Arduino Uno unexpected behavior of connected device

Hello,

I have desktop control application from Windows OS in C#, connected with USB to Adruino Uno micro-controller powered with USB 5V from PC and Adafruit 16-Channel 12-bit PWM/Servo Shield on it, powered with 6V 2A power supply. Program sends angle degrees to 8 motors:

6 units of Power HD High-Speed Digital Micro Servo DSM44 :

Stall Torque: 1.2Kg.cm (16.66 oz-in)@4.8v | 1.6Kg.cm (22.22 oz-in)@6v
Speed: 0.09 sec (4.8V) │ 0.07 sec (6.0V)
Operating Voltage: 4.8 ~ 6.0 DC Volts
Digital: YES

and 2 units of FEETECH Mini Servo FT1117M

Stall torque @ 4.8V: 3 kg·cm | @ 6V: 3.5 kg·cm
Speed: @ 4.8V: 0.13 sec/60° | @ 6V: 0.11 sec/60°
Digital: NO

Everything works fine, but sometime something goes wrong. Motor makes unexpected movement, and most worth thing, changes 0 position, then I've to remove horn from the gear and install it again. I began to identify the problem by exclusion:

  1. I've checked other servo motors, but all working servos behaves as described.
  2. Checked extension cords from servo to shield.
  3. Checked new Adafruit 16-Channel 12-bit PWM/Servo Driver instead shield
  4. Changed Arduino Due instead Uno

But in all cases failure appears, and here is what I hope found. If I connect assembly by second sequence:

  1. Plug USB
  2. Plug power adapter
  3. Open program, which sets motor start position with form load event

And with turning off:

  1. Close program, which sets motors to start position with form closing event
  2. Unplug USB
  3. Unplug power supply

I'm not absolutely sure, because in once, there was a strange behave of motors, when I touch gear of one and another does unexpected movement by unknown reason, but even this, seems like turning on/off way described above, problem does not appears. And happens, if i unplug the USB or power supply during processing, and after shutdown, turn it on again, not always, but in most cases, I get the failure described above.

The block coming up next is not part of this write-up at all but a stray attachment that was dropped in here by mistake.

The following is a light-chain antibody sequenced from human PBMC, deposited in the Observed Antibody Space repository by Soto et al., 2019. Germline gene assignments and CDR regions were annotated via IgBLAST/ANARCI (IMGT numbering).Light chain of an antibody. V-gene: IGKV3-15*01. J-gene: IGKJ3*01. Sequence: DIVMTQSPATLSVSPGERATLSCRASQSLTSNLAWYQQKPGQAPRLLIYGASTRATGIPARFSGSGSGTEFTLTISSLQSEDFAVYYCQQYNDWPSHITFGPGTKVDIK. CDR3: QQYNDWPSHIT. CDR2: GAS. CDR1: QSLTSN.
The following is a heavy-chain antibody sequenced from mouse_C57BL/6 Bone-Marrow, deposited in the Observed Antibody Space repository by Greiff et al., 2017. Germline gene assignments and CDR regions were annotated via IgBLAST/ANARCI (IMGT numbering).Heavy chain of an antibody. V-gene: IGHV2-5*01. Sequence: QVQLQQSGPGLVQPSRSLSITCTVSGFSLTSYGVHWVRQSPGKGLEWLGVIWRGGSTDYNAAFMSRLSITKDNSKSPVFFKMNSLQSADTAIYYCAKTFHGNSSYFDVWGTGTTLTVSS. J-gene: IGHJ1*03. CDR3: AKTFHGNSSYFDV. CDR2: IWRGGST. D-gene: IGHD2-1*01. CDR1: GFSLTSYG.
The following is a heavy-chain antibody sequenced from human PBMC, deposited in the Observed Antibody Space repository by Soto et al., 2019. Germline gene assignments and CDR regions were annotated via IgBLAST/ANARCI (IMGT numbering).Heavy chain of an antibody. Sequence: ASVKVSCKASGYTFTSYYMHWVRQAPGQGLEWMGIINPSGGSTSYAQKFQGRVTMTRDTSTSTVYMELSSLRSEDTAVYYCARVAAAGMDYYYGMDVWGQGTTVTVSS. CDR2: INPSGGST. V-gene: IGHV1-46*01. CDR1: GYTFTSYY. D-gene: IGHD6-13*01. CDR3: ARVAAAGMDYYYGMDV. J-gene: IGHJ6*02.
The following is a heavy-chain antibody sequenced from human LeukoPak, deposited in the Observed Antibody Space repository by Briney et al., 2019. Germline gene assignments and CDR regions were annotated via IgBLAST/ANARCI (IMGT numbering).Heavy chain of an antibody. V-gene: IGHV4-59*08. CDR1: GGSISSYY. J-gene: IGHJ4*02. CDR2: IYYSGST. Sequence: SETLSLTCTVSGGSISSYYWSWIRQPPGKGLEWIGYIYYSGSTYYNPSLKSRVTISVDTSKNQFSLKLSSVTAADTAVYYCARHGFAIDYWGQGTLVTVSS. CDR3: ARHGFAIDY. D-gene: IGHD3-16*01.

First of all I'm trying to figure out, what really causes this problem. If my assumption is correct with unplugging during the process, then what can I do in this case, because user can unplug USB before closing program.

As I know, servo when powered off will remain in it's last given position, and there is no way to know what position the servo is presently at, because there is no position feedback signal from the servo.

Two things I have to notice, when the described problem occurs, unexpected movement happens not only if USB and 6V both connected, somehow it moves servo only with power supply plug or only with USB plug to incorrect position and lost of angle without any command from application or uploaded sketch. It is occurs immediately when connecting one of the wires, otherwise I could save the position of the motor to a text file and calculate its final position. And I'm not sure exactly how, but with mechanical load on the gear, this particular servo, somehow goes to the correct position with load.

If controller is able to send data without 5V of 6V separately, maybe I can prevent unexpected disconnection with load, or maybe it is a problem with remaining data on board from previous processing, and somehow it is possible clear it.